Teachers Exposed To COVID-19 Could Still Be Allowed To Teach In The Classroom Under Trump Administration Rules

Teachers who are exposed to COVID-19, the respiratory illness caused by the novel coronavirus, could be allowed to return to the classroom to teach under guidelines offered by the Trump administration, The Associated Press reported.

Across the country, schools are grappling with the matter of bringing back students and teachers while a pandemic rages. Educational institutions are seen as places of particular note when it comes to spreading the virus, as they bring crowds of people into tight quarters indoors for long periods of time.

As previously reported by The Inquisitr, several schools have reopened for in-person instruction, only to have children -- in some cases hundreds of them -- and teachers sent home to quarantine, usually for 14 days, after possibly being exposed to the virus.

President Donald Trump, for his part, has been bullish on getting kids back into the classroom for in-person instruction, even going so far as to threaten to withhold federal funding from schools that don't fully re-open and allow kids back into the buildings.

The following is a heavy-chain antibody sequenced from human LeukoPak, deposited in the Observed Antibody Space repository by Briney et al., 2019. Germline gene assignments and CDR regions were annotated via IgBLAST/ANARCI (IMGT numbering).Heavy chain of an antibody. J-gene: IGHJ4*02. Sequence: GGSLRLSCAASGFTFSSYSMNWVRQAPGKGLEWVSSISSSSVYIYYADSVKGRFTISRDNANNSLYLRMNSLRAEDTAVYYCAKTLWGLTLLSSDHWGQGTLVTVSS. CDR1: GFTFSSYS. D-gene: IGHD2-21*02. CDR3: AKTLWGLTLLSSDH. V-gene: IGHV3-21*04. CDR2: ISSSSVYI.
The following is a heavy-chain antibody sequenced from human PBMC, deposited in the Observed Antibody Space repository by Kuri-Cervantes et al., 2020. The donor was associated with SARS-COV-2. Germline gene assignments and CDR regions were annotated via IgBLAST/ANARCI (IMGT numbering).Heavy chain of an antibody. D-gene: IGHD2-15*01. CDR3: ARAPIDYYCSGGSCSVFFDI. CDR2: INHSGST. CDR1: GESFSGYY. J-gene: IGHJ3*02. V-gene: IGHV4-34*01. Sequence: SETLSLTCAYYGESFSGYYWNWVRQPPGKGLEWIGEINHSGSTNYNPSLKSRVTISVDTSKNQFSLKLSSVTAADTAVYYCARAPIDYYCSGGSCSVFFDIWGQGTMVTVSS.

To that end, on Thursday, the Trump administration released guidance that declares teachers to be "critical infrastructure workers," which means that, should they be potentially exposed to the coronavirus, they could still be allowed back into the classroom.

a teacher in the classroom
Pixabay | giovannacco

Certain states, including Tennessee and Georgia, have already instituted their own polices that allow for teachers potentially exposed to COVID-19 to remain in the classroom if they are not exhibiting symptoms.

Tennessee teacher Hillary Buckner, who teaches Spanish at Chuckey-Doak High School in Afton, said that allowing teachers who have potentially been exposed to still teach in the classroom could result in spreading the pathogen to others.

"It essentially means if we are exposed and we know we might potentially be positive, we still have to come to school and we might at that point be carriers and spreaders," she said.

NEA President Lily Eskelsen Garcia said that the administration's directives have "no legal merit" and are "more of a rhetorical gambit to give President Trump and those governors who are disregarding the advice and guidance from public health experts an excuse to force educators into unsafe schools."

However, Tennessee Gov. Bill Lee, a Republican who welcomed the guidelines, noted that each district can decide for itself whether or not to abide by the new guidance.

"The decision is the district's. If they make that decision, we have given them guidance that they must follow if they choose that critical infrastructure designation," he said.